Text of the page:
From 5,000 years ago to the present day, the story of paper is remarkable.

It all began more than 5,000 years ago in Egypt. At that time ancient Egyptians wrote on materials made from the papyrus reed, a plant grown in the delta of the Nile. This "plant paper" was made by laying strips of the stem tissue side by side and then sticking them together with a crude kind of paste made from bread crumbs soaked in boiling water.

The secret revealed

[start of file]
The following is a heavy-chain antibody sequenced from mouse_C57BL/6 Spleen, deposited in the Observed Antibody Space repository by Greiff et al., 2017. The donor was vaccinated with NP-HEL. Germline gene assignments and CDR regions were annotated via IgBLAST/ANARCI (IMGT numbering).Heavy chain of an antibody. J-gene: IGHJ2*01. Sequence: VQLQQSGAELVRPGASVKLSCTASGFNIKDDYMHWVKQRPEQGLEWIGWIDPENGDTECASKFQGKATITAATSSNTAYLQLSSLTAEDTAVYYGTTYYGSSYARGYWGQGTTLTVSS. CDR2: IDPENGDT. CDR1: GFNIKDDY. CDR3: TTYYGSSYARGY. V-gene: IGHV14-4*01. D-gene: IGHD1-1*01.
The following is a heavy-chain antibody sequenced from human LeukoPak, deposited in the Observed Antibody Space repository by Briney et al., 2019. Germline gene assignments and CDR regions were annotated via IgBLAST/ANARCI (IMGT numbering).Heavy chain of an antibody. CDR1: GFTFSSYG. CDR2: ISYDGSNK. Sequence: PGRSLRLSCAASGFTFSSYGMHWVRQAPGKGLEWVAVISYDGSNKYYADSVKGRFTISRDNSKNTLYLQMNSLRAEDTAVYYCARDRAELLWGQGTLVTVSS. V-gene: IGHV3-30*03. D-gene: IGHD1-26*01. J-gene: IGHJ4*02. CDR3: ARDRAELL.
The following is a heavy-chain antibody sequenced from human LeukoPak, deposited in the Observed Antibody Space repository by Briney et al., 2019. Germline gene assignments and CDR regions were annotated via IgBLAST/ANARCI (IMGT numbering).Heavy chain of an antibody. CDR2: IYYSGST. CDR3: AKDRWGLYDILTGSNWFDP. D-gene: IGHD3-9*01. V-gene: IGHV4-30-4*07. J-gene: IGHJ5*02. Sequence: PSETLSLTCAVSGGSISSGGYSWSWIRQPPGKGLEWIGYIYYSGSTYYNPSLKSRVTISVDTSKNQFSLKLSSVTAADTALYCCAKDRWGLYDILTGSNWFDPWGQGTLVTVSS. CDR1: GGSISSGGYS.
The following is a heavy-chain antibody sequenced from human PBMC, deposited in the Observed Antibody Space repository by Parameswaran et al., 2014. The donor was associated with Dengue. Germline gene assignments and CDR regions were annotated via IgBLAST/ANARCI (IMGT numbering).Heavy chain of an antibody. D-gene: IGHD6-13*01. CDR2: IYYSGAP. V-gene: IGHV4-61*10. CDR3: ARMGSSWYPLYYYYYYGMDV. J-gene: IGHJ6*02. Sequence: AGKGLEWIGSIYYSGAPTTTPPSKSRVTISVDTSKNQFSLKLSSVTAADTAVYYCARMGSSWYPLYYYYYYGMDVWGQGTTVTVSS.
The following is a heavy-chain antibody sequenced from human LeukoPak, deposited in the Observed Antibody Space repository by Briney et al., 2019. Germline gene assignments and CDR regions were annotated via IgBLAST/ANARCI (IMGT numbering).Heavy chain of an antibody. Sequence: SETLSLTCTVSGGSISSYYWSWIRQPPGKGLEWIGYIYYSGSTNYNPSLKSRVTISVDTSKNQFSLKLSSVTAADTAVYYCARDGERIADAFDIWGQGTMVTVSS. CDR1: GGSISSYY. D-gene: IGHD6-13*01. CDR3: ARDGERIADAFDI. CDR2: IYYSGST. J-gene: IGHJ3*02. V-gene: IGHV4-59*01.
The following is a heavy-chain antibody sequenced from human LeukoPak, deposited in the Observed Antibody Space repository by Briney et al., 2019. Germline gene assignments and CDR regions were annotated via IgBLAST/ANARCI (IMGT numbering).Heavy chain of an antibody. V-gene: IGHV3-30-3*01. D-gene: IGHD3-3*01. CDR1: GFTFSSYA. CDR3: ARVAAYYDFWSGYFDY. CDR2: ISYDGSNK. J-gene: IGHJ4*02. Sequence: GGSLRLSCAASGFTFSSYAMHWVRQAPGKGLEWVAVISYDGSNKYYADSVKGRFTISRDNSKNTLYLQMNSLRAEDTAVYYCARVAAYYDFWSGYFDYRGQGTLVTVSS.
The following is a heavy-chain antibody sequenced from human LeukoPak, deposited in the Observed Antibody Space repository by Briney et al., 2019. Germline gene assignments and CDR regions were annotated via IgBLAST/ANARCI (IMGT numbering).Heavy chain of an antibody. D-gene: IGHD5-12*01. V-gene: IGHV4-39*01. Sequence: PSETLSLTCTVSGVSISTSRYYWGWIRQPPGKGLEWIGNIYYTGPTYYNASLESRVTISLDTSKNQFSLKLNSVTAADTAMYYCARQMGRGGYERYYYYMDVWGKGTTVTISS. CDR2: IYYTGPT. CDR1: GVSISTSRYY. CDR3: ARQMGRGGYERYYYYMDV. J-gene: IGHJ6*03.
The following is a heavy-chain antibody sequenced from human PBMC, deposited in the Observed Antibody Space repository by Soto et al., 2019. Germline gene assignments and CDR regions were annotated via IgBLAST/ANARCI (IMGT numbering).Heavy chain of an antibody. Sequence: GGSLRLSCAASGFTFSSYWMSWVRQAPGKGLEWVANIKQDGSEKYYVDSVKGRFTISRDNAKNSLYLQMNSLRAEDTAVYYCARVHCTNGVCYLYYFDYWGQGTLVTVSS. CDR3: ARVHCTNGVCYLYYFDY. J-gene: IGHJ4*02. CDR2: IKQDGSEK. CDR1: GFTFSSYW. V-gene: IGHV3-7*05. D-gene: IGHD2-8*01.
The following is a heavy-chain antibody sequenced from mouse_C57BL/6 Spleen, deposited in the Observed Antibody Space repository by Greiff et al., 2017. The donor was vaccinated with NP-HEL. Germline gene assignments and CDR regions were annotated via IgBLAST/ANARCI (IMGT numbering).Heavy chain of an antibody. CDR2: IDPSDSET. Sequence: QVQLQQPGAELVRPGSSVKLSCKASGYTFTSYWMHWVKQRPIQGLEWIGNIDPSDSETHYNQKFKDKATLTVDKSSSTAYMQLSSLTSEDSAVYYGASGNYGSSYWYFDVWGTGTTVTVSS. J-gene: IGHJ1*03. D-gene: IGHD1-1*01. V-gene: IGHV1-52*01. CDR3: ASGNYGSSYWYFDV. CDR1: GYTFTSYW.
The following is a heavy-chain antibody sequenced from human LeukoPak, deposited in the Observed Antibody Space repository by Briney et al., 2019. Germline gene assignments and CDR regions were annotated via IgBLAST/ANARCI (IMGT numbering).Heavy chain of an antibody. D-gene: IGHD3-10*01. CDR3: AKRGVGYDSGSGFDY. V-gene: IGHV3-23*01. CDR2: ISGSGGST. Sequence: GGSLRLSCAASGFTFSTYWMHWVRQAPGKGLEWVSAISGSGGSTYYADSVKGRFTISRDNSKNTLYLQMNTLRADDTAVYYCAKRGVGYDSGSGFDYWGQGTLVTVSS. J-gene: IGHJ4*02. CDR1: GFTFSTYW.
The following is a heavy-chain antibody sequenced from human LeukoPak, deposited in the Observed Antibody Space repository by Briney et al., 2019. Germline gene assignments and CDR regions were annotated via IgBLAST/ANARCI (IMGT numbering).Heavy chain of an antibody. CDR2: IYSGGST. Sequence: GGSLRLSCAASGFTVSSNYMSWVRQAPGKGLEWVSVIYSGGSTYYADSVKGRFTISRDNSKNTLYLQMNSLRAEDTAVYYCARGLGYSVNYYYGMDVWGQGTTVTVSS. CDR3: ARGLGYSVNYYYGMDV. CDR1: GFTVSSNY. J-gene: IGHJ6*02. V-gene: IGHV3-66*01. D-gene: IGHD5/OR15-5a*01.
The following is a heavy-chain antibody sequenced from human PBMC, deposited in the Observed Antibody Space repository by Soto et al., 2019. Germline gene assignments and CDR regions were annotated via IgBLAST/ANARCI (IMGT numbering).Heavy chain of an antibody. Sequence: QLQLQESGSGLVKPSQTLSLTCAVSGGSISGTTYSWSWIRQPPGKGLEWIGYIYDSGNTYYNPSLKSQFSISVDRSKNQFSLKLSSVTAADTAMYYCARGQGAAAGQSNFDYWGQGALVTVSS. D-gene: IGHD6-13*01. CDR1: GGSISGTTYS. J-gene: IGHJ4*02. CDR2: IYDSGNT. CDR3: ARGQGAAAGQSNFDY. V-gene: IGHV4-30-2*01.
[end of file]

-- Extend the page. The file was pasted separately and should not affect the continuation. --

Though papyrus travelled all over, it did not travel to Eastern Europe. Europeans had started using animal skins as their writing paper. This material was called parchment and although it was expensive, it had several advantages over the humble papyrus. First, the parchment could be folded over without it cracking unlike papyrus, which had to be rolled up into a scroll, which made it cumbersome for a reader to handle. Second, as both sides of the parchment could be used for writing no space was wasted. The material we use for writing today was invented over a thousand years earlier in China. A Chinese official named Ts' ai Lun made his paper in 105 A.D from a motley assortment of strange ingredients including mulberry and bamboo fibres, fishnets and rags. The Emperor Ho Ti was pleased with the invention and made him an important man in his court. With success going to his head Ts' ai Lun got involved in dangerous business. Unable to face public exposure he committed suicide. The Chinese jealously guarded the secret of papermaking for more than 1,000 years. Unfortunately for the Chinese, the Moors learned it and it was brought to Spain and Sicily. From there it spread throughout Europe and by the 1200s paper mills had mushroomed in Italy and elsewhere. Paper got a big boost when Johannes Gutenberg invented the first practical mechanical printing press in 1455. The next 50 years saw thousands of books being printed all over Europe and the demand for paper grew. Currently the U.S is the world's leading paper producer. Japan, Canada, Russia are the other major producers.